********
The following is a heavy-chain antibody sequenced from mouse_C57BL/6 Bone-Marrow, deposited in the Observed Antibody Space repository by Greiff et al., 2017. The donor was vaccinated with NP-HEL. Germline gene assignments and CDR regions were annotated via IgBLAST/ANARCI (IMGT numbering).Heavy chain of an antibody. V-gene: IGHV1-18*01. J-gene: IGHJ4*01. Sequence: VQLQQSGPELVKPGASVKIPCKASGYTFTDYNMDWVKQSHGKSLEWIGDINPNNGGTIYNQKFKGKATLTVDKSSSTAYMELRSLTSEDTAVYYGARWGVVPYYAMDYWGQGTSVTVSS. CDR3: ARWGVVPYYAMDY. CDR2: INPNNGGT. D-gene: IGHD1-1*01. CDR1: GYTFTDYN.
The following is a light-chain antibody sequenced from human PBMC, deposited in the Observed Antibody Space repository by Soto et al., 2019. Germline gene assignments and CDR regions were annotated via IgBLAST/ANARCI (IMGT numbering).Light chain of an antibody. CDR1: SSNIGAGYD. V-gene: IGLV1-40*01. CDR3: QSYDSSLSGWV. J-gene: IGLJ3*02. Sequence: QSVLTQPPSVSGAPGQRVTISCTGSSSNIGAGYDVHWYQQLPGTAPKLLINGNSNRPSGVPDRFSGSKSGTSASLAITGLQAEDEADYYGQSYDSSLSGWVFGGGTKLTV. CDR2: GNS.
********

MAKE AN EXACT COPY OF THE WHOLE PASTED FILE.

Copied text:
The following is a heavy-chain antibody sequenced from mouse_C57BL/6 Bone-Marrow, deposited in the Observed Antibody Space repository by Greiff et al., 2017. The donor was vaccinated with NP-HEL. Germline gene assignments and CDR regions were annotated via IgBLAST/ANARCI (IMGT numbering).Heavy chain of an antibody. V-gene: IGHV1-18*01. J-gene: IGHJ4*01. Sequence: VQLQQSGPELVKPGASVKIPCKASGYTFTDYNMDWVKQSHGKSLEWIGDINPNNGGTIYNQKFKGKATLTVDKSSSTAYMELRSLTSEDTAVYYGARWGVVPYYAMDYWGQGTSVTVSS. CDR3: ARWGVVPYYAMDY. CDR2: INPNNGGT. D-gene: IGHD1-1*01. CDR1: GYTFTDYN.
The following is a light-chain antibody sequenced from human PBMC, deposited in the Observed Antibody Space repository by Soto et al., 2019. Germline gene assignments and CDR regions were annotated via IgBLAST/ANARCI (IMGT numbering).Light chain of an antibody. CDR1: SSNIGAGYD. V-gene: IGLV1-40*01. CDR3: QSYDSSLSGWV. J-gene: IGLJ3*02. Sequence: QSVLTQPPSVSGAPGQRVTISCTGSSSNIGAGYDVHWYQQLPGTAPKLLINGNSNRPSGVPDRFSGSKSGTSASLAITGLQAEDEADYYGQSYDSSLSGWVFGGGTKLTV. CDR2: GNS.